Wednesday the 18th of July found us beginning to split up for visits and re-visits to some less necessary, but still very popular, locations in Rome.
Mom, Dad, and I got up and left the apartment around 8 in order to beat the crowds to St. Peter’s to climb to the top of the dome and have another look around. Climbing St. Peter’s has a price, of course: 7€ per person. I think it was worth the price. Several hundred winding stairs brought us first to the inside of the larger, lower dome to inspect the huge mosaics and for areal view of some of the chapels of the ground floor of the basilica, populated by early mass attendees. More steps deposited us on the outside of the smaller, higher dome from which we could see the entire sprawl of Rome. St. Peter’s is the tallest building in Rome; we were atop of the center of the ancient world.
Once we descended the steps, we wandered the inside of St. Peter’s, which was still mercifully free of tour groups. I visited the crypt where most of the popes – and, supposedly, Peter the apostle – are buried. Though most of the crypt was roped off, it was incredible to see the tombs of popes inscribed with dates in the 1200s and 1300s. So long ago! Also, while I was down there, a choir was singing somewhere in or above the crypt, and their a capella voices drifted through the stone corridors to me. It was beautiful.
I headed home for a leisurely lunch and some blog post work while Mom et al walked down to some building that did not interest me. Assuming Mom and Dad would come home and eat before the three of us headed to the Borghese Gallery for our 1:00 entrance time, I did not check my phone until it seemed rather late for them to have time to eat. Whoops. They wanted me to meet them at the metro station. I stuffed the rest of my wonderful sandwich down my throat, – alas, I wished I could have enjoyed it properly – grabbed my bag, and ran to the metro station, arriving just as they appeared from underground. No time to work out a route on our bus map, we power walked through a dry, dusty, and water fountain-less section of the Borghese Gardens and, thanks to Dad’s iPad GPS, straight to the Borghese Villa Gallery and to the back of the line out in the sun.
Mrs. Bowman told us to go to the Borghese. She said it was her favorite Museum in Italy. That’s why we were there. That, and Mom’s guidebook said if we only visited one museum in Rome, it should be the Borghese Gallery. But, we went on Mrs. Bowman’s insistence. And she did not steer us wrong. The museum allows only a certain number of people inside for two hours at a time, so its rooms are not at all crowded. In fact, it is possible to be alone in a room, just you and the art. Oh, and it’s properly air conditioned. That was a first and last for any of the museums we visited on our entire trip.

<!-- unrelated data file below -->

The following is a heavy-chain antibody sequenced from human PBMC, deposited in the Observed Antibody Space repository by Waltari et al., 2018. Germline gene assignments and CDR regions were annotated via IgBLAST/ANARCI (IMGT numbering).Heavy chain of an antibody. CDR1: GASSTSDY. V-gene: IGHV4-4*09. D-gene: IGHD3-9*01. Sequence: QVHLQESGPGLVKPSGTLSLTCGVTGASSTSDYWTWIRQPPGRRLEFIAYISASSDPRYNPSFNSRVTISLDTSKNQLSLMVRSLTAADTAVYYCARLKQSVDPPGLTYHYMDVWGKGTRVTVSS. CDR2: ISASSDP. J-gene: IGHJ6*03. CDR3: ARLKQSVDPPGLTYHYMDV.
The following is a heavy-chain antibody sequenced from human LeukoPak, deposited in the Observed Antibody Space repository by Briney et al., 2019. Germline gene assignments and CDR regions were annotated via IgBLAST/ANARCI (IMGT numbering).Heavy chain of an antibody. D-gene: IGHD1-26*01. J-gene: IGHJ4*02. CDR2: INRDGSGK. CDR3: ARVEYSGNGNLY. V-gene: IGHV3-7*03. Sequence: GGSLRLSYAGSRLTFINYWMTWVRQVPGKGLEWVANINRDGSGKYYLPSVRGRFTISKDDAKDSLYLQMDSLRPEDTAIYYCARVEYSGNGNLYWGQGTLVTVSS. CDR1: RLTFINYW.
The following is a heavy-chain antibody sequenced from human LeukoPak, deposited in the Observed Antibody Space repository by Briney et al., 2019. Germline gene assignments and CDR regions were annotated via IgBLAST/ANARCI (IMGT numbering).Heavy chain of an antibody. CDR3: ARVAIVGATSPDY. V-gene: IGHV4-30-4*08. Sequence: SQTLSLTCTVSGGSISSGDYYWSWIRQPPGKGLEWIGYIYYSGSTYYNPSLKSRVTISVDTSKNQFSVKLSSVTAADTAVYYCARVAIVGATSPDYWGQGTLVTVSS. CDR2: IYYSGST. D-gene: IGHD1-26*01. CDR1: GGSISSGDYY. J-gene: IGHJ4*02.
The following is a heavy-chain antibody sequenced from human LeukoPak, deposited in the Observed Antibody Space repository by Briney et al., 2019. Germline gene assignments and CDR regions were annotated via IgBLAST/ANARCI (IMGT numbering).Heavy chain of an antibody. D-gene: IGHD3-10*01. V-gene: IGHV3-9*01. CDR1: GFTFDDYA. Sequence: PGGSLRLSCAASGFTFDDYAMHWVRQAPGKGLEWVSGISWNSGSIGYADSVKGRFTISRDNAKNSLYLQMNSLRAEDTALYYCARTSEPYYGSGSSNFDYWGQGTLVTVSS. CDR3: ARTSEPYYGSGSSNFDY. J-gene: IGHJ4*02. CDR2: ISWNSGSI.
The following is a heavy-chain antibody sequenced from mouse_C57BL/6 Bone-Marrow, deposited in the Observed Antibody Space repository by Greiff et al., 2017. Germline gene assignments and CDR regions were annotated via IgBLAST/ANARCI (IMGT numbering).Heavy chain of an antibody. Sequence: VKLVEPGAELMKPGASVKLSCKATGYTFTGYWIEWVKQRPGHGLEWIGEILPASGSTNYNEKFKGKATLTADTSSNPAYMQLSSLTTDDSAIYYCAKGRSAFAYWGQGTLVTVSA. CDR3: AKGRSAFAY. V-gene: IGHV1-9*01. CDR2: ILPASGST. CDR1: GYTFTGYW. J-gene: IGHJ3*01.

Despite its manifold attractions, I admit I was unimpressed with the Borghese at first. I felt art-saturated, and the the art in the first few rooms on the second story, though impressive in its own right, I’m sure, was just more of the same. I chortled to myself that the Borghese was probably Mrs. Bowman’s favorite museum because it was air conditioned, uncrowded, and relatively small – the perfect combination for someone who loves art museums as little as Mrs. Bowman – and myself, truth be told. However, after I breezed through the first few rooms of stereotypical paintings and small sculptures, I discovered an incredibly intricate mosaic, then a decorative fireplace, and finally a statue by Bernini, and another, and another, and another! I was impressed, – I’m sorry I doubted you Mrs. Bowman! – very impressed with Bernini’s statues. Though he lived and sculpted more than a century after Michelangelo, Bernini’s work, in my mind, is as incredible as Michelangelo’s, if not more. I circled and wondered and stared at his David, Pluto and Proserpina, Apollo and Daphne, and unfinished Truth Unveiled by Time for longer than I have ever spent inspecting any art, excepting, perhaps, Michelangelo’s David itself. I even listened to the audio guide for the sculptures! And that never happens. In his sculptures Bernini successfully, convincingly transformed marble into delicate leaves, flowing cloth, rough bark, strong fingers, taut rope, soft flesh, plated armor, and sinewy muscle. His figures are dynamic, frozen mid-stride or mid-swing. I don’t think I used to have a favorite artist/sculptor. I do now, though: Bernini. You really should flip through Google images of his sculptures. Really. Do it.
In the evening the whole family – all 13 of us! – traveled by bus, cab, and foot to the Piazza Navona to wander what I assumed was an ever-present art fair and to eat out as a group for once. On the way we somewhat accidentally came upon the Pantheon, so of course we popped inside for a quick, jaw-dropping look around and some pictures. Once we arrived at Piazza Navona we split up for 20 minutes to explore and allow someone to find a restaurant able to accommodate our numbers and offering an adequate selection of both pizza and pasta. Dinner, once the location was decided upon, was scrumptious. I accomplished my goal of eating real, Italian gnocchi – which I make on occasion – by consuming an obscene amount of the soft, potato pasta drowning in four-cheese sauce; it must have contained enough calories to fuel an olympic athlete. The day ended with – what else? – gelato.